3 Ways to Protect Your Artistic Legacy Today

It’s important to plan ahead for your death, even if it’s a long time away. You can create a plan with the help of an exprienced estate planning attorney. This plan will be legally binding and will decide who will manage your finances or medical care if you can’t, who will take care of your kids, who will take care of your property after you die, and who will inherit your assets and artworks.

You have various options regarding who will receive your artwork. You could:

  • Instruct your personal representative, executor, or successor trustee to sell any of your artwork in your possession at your death;

  • Designate specific individuals to receive it;

  • Have it held by a trust or foundation to be lent or licensed after your death; or

  • Provide instructions to donate your work outright to a museum, university, or other organization that might benefit from it.

The First Steps to Take

You should create a record of all the artwork you own, including pieces you have sold, lent, licensed, gifted, donated, or kept. For pieces you have sold, include the buyer’s name and how much you sold it for. Make sure to include pieces that you have lent, as your loved ones will need to know who has them and when they need to be returned. Also include pieces you have licensed to someone else, as this will be a source of income for your loved ones after you’re gone. Finally, include any pieces you have gifted or donated to charities. Be sure to also include any pieces you have kept for yourself.

Once you have made a list of the artwork you own, it is important to work out what each piece is worth if it has not been evaluated or given away or sold. This will help you understand how much your artwork is worth in total and if you have enough insurance to cover its value. Your artwork can be stolen or damaged like other possessions, so it is important to make sure it is protected.

The last step is for you to meet with an exprienced estate planning attorney. Schedule a meeting with us. During this meeting, we will talk about who you want to be in charge of your affairs after you die and if you ever become unable to make decisions for yourself. We’ll also talk about what you want to happen to your art, music, or other creative works after you die. We’ll listen to your worries, goals, and dreams so we can create a plan that is tailored to you.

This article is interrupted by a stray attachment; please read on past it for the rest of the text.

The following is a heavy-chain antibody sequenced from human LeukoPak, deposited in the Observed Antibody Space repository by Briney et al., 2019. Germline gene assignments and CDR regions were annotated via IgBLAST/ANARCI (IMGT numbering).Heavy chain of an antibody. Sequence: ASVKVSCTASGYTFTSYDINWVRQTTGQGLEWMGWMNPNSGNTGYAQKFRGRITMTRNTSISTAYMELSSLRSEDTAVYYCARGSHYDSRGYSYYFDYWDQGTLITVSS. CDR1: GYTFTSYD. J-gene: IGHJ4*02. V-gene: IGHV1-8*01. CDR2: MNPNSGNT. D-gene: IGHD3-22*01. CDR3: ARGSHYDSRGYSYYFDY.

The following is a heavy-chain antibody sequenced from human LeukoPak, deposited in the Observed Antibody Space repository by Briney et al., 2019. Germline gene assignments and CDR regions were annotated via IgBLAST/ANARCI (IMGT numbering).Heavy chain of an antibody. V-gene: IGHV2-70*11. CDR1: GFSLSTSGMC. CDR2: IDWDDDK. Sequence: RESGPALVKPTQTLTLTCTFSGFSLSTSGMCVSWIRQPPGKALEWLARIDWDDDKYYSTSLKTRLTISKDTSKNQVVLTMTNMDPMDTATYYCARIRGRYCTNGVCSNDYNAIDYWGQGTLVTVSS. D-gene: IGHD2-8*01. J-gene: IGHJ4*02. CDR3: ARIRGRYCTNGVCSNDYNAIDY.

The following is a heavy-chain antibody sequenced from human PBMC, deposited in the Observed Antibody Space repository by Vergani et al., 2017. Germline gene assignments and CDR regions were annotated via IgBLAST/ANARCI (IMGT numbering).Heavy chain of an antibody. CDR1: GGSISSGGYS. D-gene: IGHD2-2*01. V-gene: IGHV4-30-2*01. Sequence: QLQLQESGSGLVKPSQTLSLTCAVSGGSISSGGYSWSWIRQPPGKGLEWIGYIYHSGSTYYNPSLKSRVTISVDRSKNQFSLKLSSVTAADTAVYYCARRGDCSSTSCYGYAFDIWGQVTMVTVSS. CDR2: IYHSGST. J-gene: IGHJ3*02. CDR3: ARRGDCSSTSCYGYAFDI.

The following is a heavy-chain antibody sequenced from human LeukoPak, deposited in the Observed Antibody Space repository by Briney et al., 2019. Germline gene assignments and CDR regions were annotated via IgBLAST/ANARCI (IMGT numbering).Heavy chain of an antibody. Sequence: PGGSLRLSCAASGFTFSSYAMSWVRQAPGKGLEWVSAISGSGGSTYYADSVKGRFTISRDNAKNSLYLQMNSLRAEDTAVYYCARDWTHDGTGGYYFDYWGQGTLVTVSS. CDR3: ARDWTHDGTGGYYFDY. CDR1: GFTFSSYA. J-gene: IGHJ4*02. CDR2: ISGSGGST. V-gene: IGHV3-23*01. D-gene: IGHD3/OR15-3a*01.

Include the Copyright in Your Plan

A copyright protects the original creations of an author, such as books, movies, songs, computer software, photographs, and architectural works. These works can be protected even if they are not published, but they are likely to be more valuable commercially if they are. When making an estate plan, it’s important to remember to include the copyright of your artwork. If you don’t specify who gets the copyright in your will or trust, it will go to your heirs as part of the residuary clause which distributes any property that wasn’t already given away. This means that one person could end up with the work and another with the copyright.

However, it is important to note that a copyright includes your right to terminate most transfers or licenses of the copyright at a future date. This right cannot be given away or taken away during your lifetime. After you die, the right will go to your spouse and children. This includes the right to end a transfer of a copyright to a trust. The only exception to this rule is a transfer of the copyright by a will, which cannot be terminated by your spouse and children.

We Are Here to Help You and Your Legacy

It can be difficult to know what to do with your treasured artwork. We understand how stressful this can be, so we want to help you create a suitable estate plan. Get in touch with us to set up a consultation.

750 F Street, Suite 2
Davis, CA 95616

333 University Ave, Suite 200
Sacramento, CA 95825

3017 Douglas Blvd, Ste 300
Roseville, CA 95616

288 Pearl Street
Monterey, CA 93940

San Antonio
18756 Stone Oak Pkwy, Ste 200
San Antonio, TX 78258

We operate on an appointment-only basis other than our Davis office.

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